npm http request GET https://registry.npmjs.org/chalk npm http request GET https://registry.npmjs.org/lodash npm http 304 https://registry.npmjs.org/chalk npm http 304 https://registry.npmjs.org/lodash npm http request GET https://registry.npmjs.org/has-ansi npm http request GET https://registry.npmjs.org/escape-string-regexp npm http request GET https://registry.npmjs.org/ansi-styles npm http request GET https://registry.npmjs.org/strip-ansi npm http request GET https://registry.npmjs.org/supports-color npm http 304 https://registry.npmjs.org/has-ansi npm http 304 https://registry.npmjs.org/escape-string-regexp npm http 304 https://registry.npmjs.org/ansi-styles npm http 304 https://registry.npmjs.org/strip-ansi npm http 304 https://registry.npmjs.org/supports-color npm http request GET https://registry.npmjs.org/ansi-regex npm http 304 https://registry.npmjs.org/ansi-regex chalk@0.5.1 node_modules/chalk ├── escape-string-regexp@1.0.2 ├── ansi-styles@1.1.0 ├── supports-color@0.2.0 ├── has-ansi@0.1.0 (ansi-regex@0.2.1) └── strip-ansi@0.3.0 (ansi-regex@0.2.1)   lodash@3.2.0 node_modules/lodash 

This is typical behaviour, npm downloads the packages from the registry and installs them, leaving the following directory structure;

├── .gitignore ├── node_modules │   ├── (lots of files and folders) └── package.json 

Next Carina runs npm shrinkwrap --dev from the my-project directory.

$ npm shrinkwrap --dev wrote npm-shrinkwrap.json 

Then she runs shrinkpack .

$ shrinkpack + chalk@0.5.1 + ansi-styles@1.1.0 + escape-string-regexp@1.0.3 + ansi-regex@0.2.1 + lodash@3.2.0 + has-ansi@0.1.0 + supports-color@0.2.0 + strip-ansi@0.3.0 shrinkpack +8 -0 

Leaving the following directory structure.

├── .gitignore ├── node_modules │   ├── (lots of files and folders) ├── node_shrinkwrap │   ├── ansi-regex-0.2.1.tgz │   ├── ansi-styles-1.1.0.tgz │   ├── chalk-0.5.1.tgz │   ├── escape-string-regexp-1.0.2.tgz │   ├── has-ansi-0.1.0.tgz │   ├── lodash-3.2.0.tgz │   ├── strip-ansi-0.3.0.tgz │   └── supports-color-0.2.0.tgz ├── npm-shrinkwrap.json └── package.json 

npm-shrinkwrap.json has also been updated so that each resolved property points to the checked-in packages in the node_shrinkwrap directory.

{   "name": "my-project",   "version": "1.0.0",   "dependencies": {     "chalk": {       "version": "0.5.1",       "from": "chalk@>=0.5.1 <0.6.0",       "resolved": "node_shrinkwrap/chalk-0.5.1.tgz",       "dependencies": {         "ansi-styles": {           "version": "1.1.0",           "from": "ansi-styles@>=1.1.0 <2.0.0",           "resolved": "node_shrinkwrap/ansi-styles-1.1.0.tgz"         },         "escape-string-regexp": {           "version": "1.0.2",           "from": "escape-string-regexp@>=1.0.0 <2.0.0",           "resolved": "node_shrinkwrap/escape-string-regexp-1.0.2.tgz"         },         "has-ansi": {           "version": "0.1.0",           "from": "has-ansi@>=0.1.0 <0.2.0",           "resolved": "node_shrinkwrap/has-ansi-0.1.0.tgz",           "dependencies": {             "ansi-regex": {               "version": "0.2.1",               "from": "ansi-regex@>=0.2.0 <0.3.0",               "resolved": "node_shrinkwrap/ansi-regex-0.2.1.tgz"             }           }         },         "strip-ansi": {           "version": "0.3.0",           "from": "strip-ansi@>=0.3.0 <0.4.0",           "resolved": "node_shrinkwrap/strip-ansi-0.3.0.tgz",           "dependencies": {             "ansi-regex": {               "version": "0.2.1",               "from": "ansi-regex@>=0.2.0 <0.3.0",               "resolved": "node_shrinkwrap/ansi-regex-0.2.1.tgz"             }           }         },         "supports-color": {           "version": "0.2.0",           "from": "supports-color@>=0.2.0 <0.3.0",           "resolved": "node_shrinkwrap/supports-color-0.2.0.tgz"         }       }     },     "lodash": {       "version": "3.2.0",       "from": "lodash@>=3.2.0 <4.0.0",       "resolved": "node_shrinkwrap/lodash-3.2.0.tgz"     }   } }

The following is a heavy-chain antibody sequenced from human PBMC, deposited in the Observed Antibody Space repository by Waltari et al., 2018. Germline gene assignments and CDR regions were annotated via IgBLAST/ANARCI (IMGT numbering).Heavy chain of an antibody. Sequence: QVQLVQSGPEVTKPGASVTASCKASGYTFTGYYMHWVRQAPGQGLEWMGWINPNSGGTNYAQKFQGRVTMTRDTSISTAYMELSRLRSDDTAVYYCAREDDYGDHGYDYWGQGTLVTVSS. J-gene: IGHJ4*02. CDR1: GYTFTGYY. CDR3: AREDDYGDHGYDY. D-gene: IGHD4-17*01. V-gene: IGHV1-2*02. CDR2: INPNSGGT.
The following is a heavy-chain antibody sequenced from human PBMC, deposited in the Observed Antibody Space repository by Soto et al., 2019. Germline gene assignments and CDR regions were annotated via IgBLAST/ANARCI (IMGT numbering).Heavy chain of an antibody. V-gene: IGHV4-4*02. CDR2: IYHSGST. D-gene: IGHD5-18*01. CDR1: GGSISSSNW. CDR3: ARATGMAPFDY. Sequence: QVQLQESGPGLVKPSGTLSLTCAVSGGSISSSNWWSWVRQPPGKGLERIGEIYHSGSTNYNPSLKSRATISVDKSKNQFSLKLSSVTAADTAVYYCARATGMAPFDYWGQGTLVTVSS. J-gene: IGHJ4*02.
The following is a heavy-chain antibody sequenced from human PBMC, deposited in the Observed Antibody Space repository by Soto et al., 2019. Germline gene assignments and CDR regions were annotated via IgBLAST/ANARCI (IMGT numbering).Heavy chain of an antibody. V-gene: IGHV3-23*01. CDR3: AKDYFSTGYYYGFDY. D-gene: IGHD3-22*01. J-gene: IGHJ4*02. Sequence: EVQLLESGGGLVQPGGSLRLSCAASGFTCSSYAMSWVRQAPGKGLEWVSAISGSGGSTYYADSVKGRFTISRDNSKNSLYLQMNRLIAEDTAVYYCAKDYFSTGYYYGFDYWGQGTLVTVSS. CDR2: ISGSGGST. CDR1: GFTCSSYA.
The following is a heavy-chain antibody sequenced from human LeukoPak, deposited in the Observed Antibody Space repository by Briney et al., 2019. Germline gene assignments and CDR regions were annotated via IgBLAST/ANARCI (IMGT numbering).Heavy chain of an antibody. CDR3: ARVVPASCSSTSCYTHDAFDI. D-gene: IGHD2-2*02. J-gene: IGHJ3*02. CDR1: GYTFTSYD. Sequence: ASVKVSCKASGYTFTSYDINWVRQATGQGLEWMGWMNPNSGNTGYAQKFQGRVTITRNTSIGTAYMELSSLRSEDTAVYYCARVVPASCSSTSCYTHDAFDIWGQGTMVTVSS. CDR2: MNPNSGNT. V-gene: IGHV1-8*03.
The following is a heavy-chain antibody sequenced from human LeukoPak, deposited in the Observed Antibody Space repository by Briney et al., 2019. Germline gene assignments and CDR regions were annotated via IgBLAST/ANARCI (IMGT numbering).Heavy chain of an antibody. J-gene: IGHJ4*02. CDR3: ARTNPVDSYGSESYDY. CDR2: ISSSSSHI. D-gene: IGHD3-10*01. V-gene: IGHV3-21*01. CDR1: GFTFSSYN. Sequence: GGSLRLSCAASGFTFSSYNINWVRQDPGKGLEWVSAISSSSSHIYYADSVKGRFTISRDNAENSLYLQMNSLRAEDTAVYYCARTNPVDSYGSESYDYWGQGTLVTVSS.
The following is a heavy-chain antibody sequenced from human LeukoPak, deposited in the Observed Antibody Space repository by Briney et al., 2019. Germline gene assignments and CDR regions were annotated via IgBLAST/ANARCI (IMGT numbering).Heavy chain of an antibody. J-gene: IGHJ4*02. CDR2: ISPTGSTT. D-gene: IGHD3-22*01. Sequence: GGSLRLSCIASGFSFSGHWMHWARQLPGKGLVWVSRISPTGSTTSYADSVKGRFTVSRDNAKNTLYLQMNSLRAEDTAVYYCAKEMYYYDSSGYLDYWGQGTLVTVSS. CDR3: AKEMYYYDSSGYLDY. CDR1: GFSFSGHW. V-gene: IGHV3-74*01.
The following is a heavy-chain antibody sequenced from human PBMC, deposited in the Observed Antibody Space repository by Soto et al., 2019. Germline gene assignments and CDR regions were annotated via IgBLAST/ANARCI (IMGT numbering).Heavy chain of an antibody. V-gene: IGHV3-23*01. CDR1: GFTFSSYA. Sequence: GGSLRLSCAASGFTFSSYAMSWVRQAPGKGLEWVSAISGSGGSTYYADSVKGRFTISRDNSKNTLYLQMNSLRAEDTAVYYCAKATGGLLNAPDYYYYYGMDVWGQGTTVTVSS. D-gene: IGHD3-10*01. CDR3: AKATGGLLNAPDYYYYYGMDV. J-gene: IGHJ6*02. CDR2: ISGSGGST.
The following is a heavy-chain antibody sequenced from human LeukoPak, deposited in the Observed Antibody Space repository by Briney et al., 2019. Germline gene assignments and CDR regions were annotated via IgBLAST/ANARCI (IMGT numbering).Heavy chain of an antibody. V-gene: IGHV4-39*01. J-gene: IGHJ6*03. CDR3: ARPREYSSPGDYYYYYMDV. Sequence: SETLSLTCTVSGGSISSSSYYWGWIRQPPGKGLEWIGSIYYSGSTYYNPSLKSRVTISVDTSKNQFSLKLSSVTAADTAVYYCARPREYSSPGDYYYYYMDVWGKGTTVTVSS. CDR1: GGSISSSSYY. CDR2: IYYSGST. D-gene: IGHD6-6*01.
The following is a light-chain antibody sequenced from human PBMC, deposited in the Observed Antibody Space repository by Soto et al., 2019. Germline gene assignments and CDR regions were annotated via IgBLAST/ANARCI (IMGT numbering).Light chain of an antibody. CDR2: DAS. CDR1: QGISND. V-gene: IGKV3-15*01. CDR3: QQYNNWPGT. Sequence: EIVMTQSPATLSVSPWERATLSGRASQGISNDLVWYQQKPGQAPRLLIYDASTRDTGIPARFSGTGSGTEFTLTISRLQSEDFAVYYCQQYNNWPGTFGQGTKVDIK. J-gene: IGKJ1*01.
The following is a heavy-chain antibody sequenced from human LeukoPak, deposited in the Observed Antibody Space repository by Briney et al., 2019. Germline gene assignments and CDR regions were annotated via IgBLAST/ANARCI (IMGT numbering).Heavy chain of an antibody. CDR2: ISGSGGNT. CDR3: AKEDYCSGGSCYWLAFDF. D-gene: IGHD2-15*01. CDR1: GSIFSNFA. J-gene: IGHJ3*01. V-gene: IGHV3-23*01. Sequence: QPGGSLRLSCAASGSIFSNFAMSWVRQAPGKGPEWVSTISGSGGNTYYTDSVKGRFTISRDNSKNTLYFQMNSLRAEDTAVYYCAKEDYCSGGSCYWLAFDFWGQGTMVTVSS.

Carina checks this code into Git and tells her co-worker Clive that it’s ready for him to contribute to.

Having just cloned this repository, he runs npm install --loglevel=http .

chalk@0.5.1 node_modules/chalk ├── escape-string-regexp@1.0.2 ├── ansi-styles@1.1.0 ├── supports-color@0.2.0 ├── strip-ansi@0.3.0 (ansi-regex@0.2.1) └── has-ansi@0.1.0 (ansi-regex@0.2.1)   lodash@3.2.0 node_modules/lodash 

This is new behaviour, npm didn’t hit the network at all. Instead it read the packages from the node_shrinkwrap directory directly and installed them straight away.

├── .gitignore ├── node_modules │   ├── (lots of files and folders) ├── node_shrinkwrap │   ├── ansi-regex-0.2.1.tgz │   ├── ansi-styles-1.1.0.tgz │   ├── chalk-0.5.1.tgz │   ├── escape-string-regexp-1.0.2.tgz │   ├── has-ansi-0.1.0.tgz │   ├── lodash-3.2.0.tgz │   ├── strip-ansi-0.3.0.tgz │   └── supports-color-0.2.0.tgz ├── npm-shrinkwrap.json └── package.json 

Changing and removing dependencies

Simply edit your package.json and re-run npm shrinkwrap followed by shrinkpack .